Sergeant, Adeline (1851–1904)

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Sergeant, Adeline (1851–1904)

British novelist. Born Emily Frances Adeline Sergeant on July 4, 1851, in Derbyshire, England; died on December 4, 1904; attended a school in Weston-Super-Mare, Laleham School in Clapham, and Queen's College, London; never married; no children.

Selected writings:

Poems (1866); Dicky and His Friends (1879); Una's Crusade (1880); Jacobi's Wife (1882); Beyond Recall (1883); An Open Foe (1884); Seventy Times Seven (1888); Esther Denison (1889); The Story of a Penitent Soul (1892); The Idol Maker (1897); The Story of Phil Enderby (1898); This Body of Death (1901); Roads to Rome (1901).

While she is now little read or known, Adeline Sergeant achieved a fair measure of success in her lifetime with the more than 90 novels she wrote at a rapid clip (8 of them were produced in the same year). The daughter of a Methodist missionary father and a mother who wrote inspirational verse, Sergeant was born in Derbyshire, England, in 1851, and later attended Queen's College in London. She apparently spent much of her life searching for spiritual fulfillment, leaving the Methodist Church for the Anglican Church while not yet 20, and in her 30s professing agnosticism and joining the Fabian Society. In 1893, Sergeant returned to the Anglican Church, this time associating with the High Church faction, but six years later settled on Catholicism; this transition is detailed in her Roads to Rome (1901).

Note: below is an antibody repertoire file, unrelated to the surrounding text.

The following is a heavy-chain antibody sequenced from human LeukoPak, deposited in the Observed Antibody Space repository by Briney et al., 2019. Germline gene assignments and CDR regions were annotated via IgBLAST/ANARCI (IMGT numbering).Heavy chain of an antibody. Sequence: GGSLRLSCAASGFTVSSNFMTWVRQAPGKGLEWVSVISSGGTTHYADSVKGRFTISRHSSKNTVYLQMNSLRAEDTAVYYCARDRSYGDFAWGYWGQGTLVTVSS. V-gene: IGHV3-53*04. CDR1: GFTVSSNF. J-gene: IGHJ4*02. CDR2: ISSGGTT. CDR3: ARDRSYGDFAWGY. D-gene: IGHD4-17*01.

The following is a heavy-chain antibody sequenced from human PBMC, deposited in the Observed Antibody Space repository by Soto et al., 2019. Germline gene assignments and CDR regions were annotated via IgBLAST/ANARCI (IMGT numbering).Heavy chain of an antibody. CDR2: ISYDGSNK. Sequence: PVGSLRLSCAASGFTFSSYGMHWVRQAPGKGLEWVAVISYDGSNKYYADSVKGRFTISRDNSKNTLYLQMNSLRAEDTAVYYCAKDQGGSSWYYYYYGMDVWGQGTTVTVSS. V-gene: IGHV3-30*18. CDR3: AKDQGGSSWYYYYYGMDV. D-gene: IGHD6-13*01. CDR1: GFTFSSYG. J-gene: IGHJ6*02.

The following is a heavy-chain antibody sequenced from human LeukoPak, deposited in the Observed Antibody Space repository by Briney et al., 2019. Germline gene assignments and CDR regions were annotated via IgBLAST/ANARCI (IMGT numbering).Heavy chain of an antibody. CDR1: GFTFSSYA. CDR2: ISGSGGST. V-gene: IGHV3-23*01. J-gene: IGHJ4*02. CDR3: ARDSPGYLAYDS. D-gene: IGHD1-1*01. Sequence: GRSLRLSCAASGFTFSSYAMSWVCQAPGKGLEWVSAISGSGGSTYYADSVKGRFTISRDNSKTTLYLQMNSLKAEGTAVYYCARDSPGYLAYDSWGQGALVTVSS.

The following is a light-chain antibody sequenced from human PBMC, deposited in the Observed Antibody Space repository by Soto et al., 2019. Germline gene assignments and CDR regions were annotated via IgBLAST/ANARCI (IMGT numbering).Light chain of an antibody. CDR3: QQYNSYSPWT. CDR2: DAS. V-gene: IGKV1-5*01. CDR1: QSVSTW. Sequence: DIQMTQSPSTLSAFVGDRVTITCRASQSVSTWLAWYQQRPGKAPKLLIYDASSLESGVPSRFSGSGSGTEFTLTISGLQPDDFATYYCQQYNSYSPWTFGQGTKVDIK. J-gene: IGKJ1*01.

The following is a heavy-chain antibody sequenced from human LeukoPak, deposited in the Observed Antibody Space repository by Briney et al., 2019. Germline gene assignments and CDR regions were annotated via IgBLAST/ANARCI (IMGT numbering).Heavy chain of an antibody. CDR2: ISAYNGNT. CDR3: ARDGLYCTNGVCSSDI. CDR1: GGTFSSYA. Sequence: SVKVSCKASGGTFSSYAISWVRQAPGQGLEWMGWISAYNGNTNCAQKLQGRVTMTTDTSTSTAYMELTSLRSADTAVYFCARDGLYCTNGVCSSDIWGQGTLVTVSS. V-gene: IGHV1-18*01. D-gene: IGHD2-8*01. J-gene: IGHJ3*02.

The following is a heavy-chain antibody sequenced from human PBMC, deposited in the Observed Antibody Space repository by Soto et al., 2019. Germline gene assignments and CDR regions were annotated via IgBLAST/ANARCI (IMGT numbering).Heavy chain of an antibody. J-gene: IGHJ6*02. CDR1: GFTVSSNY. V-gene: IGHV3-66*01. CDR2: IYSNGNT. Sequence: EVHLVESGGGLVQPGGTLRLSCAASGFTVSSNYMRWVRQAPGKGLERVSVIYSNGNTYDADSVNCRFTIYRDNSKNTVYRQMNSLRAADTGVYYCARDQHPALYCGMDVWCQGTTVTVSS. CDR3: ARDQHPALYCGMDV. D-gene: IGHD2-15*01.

Sergeant began her writing career early, publishing Poems in 1866, while she was still in her teens. After leaving college she worked for ten years as a governess, while continuing to write and publishing several novels. In 1882, two years after she stopped working as a governess, Sergeant traveled to Egypt. There she wrote Jacobi's Wife (1882), which was awarded a prize by the People's Friend of Dundee, Scotland. She began contributing regularly to the journal, and lived in Dundee from 1885 to 1887. That year she moved to London, where she was involved in social work and reform movements while continuing to publish a steady stream of novels. Many of these centered on contemporary middle-class households, and her work is read today mostly for its sociological value. Sergeant left 14 unpublished works at the time of her death in 1904.

sources:

The Concise Dictionary of National Biography. Oxford: Oxford University Press, 1992.

Kunitz, Stanley J., and Howard Haycraft, eds. British Authors of the Nineteenth Century. NY: H.W. Wilson, 1936.

Gloria Cooksey , freelance writer, Sacramento, California